CARMEL, Ind. — Carlos Fernandez was in a tough spot when the company he worked for changed hands and he lost his job of 25 years, along with his health insurance. Fernandez, 48, Carmel, has Type 2 diabetes, and he said his medication costs $900 per month. Unable to afford the life-saving drug, he turned to the Trinity Free Clinic, a faith-based nonprofit medical facility that operates from a building on the campus of Our Lady of Mount Carmel Catholic Church.
Westfield, Ind. — A former Major League Baseball pitcher and a hotelier are the latest to bet on the success of Grand Park. Ex-big leaguer Joe Thatcher, 36, founded Pro X Development to train and rehabilitate athletes in baseball, football and other field sports. He has filed plans to build a $5 million to $6 million, 62,000-square-foot training facility on the city-owned parking lots immediately west of the Grand Park Events Center at the 400-acre park.
Statewide, school start dates have crept toward early August as schools opt for schedules with more breaks throughout the year and a semester that ends before the December holiday. The shift created enough of a stir that one senator will try for a second time to mandate that schools start the third week in August. Few Hamilton Southeastern parents were interested in beefing up breaks, opting instead for a schedule similar to this years'.
Muck Rack makes it simple to find people, tweets, or articles that mention any name, keyword, company, hashtag etc. We've compiled this guide to help you make the most of your search.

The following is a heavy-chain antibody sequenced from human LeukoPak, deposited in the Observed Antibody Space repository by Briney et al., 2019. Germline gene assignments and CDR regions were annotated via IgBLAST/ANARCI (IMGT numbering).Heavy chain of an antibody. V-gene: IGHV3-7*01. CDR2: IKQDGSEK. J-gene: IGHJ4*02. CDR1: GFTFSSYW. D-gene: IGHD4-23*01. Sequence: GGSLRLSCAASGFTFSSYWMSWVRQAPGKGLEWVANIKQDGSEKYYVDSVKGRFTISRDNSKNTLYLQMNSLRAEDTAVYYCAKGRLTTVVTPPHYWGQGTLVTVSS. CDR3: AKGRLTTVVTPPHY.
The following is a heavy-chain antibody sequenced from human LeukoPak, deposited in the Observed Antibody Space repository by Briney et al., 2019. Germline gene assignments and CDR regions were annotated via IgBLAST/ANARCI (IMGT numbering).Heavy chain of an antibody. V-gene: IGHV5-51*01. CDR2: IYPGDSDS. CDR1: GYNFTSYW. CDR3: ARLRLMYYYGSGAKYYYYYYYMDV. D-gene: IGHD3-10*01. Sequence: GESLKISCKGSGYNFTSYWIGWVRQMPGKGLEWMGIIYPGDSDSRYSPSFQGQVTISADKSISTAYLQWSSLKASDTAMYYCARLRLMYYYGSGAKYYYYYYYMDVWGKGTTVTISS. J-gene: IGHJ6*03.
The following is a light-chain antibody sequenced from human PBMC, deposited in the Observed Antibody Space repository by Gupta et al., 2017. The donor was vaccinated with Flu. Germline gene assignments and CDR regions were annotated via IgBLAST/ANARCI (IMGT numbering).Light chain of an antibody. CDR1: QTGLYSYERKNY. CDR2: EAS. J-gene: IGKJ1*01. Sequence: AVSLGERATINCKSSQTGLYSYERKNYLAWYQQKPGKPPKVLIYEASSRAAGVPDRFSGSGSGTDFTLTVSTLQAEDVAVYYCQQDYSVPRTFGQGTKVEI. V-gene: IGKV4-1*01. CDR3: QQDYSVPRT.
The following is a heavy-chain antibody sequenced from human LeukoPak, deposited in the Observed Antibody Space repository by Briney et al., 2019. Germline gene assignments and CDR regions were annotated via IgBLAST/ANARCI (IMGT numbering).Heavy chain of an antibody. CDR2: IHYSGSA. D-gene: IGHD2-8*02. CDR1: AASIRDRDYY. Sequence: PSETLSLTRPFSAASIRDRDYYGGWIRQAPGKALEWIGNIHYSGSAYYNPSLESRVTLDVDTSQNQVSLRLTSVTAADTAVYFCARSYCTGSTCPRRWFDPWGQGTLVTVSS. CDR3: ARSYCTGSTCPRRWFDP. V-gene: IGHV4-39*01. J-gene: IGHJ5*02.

Selecting a term
Start searching tweets, articles from media outlets, articles mentioned in tweets, journalists'
names, titles and bios with some suggested searches:
Companies or Topics (e.g. iPhone, Microsoft)
Phrases (e.g. "cloud computing") — use quotes to keep the terms together
Twitter handles (e.g. @username) — returns those who have mentioned or replied to
Names (e.g. "David Pogue")
Hashtags (e.g. #sxsw, #london2012)
Bio details (e.g. vegan, Olympics, father)
Muck Rack's Advanced Search allows for many boolean operators.
Find results that mention multiple specified terms, use AND or
+. For example, ensure each result contains both Elon Musk and Mark Zuckerberg by
searching Musk AND Zuckerberg or Musk + Zuckerberg.
Use the operators OR or , to broaden your search when you'd like either of
multiple terms to appear in results. (This is the default behavior of our search when no operators
are used). For example, results will contain either cake or cookie by searching cake OR cookie or cake,cookie
Use NOT or - to subtract results from your search. For
example, searching Disney will yield results about the Walt Disney Company as well as Walt Disney
World Resort. To exclude mentions of Disney World, search for Disney -World or Disney
When using one of these operators with a phrase, enclose it in quotation marks. For example, you can
find results about smartphones excluding Apple's iPhone 4S by searching smartphone -"iPhone
Exact case matching or punctuation
If you're searching for a brand name or keyword that relies on specific punctuation marks or capitalization, you can
find results that match your exact query by adding matchcase: before the keyword you're searching for, like matchcase:E*TRADE .
Use parentheses to separate multiple
boolean phrases. For example, to find journalists talking about having fun in Disney World or
Disneyland, search for ("disney world" OR disneyland) AND fun.
An asterisk can be used to search for any variation of a root word truncated by the asterisk. For example, searching for admin* will return results for administrator, administration, administer, administered, etc.
A near operator is an AND operator where you can control the distance between the words. You can vary the distance the near operation uses by adding a forward slash and number (between 0-99) such as strawberries NEAR/10 "whipped cream", which means the strawberries must exist within 10 words of "whipped cream".